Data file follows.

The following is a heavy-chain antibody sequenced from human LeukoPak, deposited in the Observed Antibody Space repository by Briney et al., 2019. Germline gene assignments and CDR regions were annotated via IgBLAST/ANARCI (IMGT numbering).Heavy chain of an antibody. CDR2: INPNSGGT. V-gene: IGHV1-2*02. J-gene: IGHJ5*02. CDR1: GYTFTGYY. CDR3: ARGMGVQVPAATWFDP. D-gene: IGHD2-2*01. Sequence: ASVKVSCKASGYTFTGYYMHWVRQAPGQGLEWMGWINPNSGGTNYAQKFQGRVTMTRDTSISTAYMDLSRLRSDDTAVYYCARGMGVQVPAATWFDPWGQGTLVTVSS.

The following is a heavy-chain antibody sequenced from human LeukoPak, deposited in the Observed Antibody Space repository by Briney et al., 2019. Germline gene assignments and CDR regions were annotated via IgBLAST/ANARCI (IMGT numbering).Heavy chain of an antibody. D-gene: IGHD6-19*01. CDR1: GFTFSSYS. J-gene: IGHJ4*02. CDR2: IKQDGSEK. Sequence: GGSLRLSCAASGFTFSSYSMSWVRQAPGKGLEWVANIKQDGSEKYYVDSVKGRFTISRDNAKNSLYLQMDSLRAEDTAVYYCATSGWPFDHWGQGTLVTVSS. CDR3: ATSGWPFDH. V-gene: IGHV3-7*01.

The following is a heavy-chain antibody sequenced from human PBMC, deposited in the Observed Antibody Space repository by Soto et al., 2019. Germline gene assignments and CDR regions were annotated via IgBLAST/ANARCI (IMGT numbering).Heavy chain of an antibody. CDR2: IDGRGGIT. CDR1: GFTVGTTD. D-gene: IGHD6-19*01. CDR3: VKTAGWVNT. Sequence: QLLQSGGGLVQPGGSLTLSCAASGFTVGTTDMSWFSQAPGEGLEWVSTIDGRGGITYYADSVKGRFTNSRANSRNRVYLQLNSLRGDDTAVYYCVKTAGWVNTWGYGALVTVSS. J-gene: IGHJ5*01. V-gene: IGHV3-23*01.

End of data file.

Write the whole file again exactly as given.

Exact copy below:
The following is a heavy-chain antibody sequenced from human LeukoPak, deposited in the Observed Antibody Space repository by Briney et al., 2019. Germline gene assignments and CDR regions were annotated via IgBLAST/ANARCI (IMGT numbering).Heavy chain of an antibody. CDR2: INPNSGGT. V-gene: IGHV1-2*02. J-gene: IGHJ5*02. CDR1: GYTFTGYY. CDR3: ARGMGVQVPAATWFDP. D-gene: IGHD2-2*01. Sequence: ASVKVSCKASGYTFTGYYMHWVRQAPGQGLEWMGWINPNSGGTNYAQKFQGRVTMTRDTSISTAYMDLSRLRSDDTAVYYCARGMGVQVPAATWFDPWGQGTLVTVSS.

The following is a heavy-chain antibody sequenced from human LeukoPak, deposited in the Observed Antibody Space repository by Briney et al., 2019. Germline gene assignments and CDR regions were annotated via IgBLAST/ANARCI (IMGT numbering).Heavy chain of an antibody. D-gene: IGHD6-19*01. CDR1: GFTFSSYS. J-gene: IGHJ4*02. CDR2: IKQDGSEK. Sequence: GGSLRLSCAASGFTFSSYSMSWVRQAPGKGLEWVANIKQDGSEKYYVDSVKGRFTISRDNAKNSLYLQMDSLRAEDTAVYYCATSGWPFDHWGQGTLVTVSS. CDR3: ATSGWPFDH. V-gene: IGHV3-7*01.

The following is a heavy-chain antibody sequenced from human PBMC, deposited in the Observed Antibody Space repository by Soto et al., 2019. Germline gene assignments and CDR regions were annotated via IgBLAST/ANARCI (IMGT numbering).Heavy chain of an antibody. CDR2: IDGRGGIT. CDR1: GFTVGTTD. D-gene: IGHD6-19*01. CDR3: VKTAGWVNT. Sequence: QLLQSGGGLVQPGGSLTLSCAASGFTVGTTDMSWFSQAPGEGLEWVSTIDGRGGITYYADSVKGRFTNSRANSRNRVYLQLNSLRGDDTAVYYCVKTAGWVNTWGYGALVTVSS. J-gene: IGHJ5*01. V-gene: IGHV3-23*01.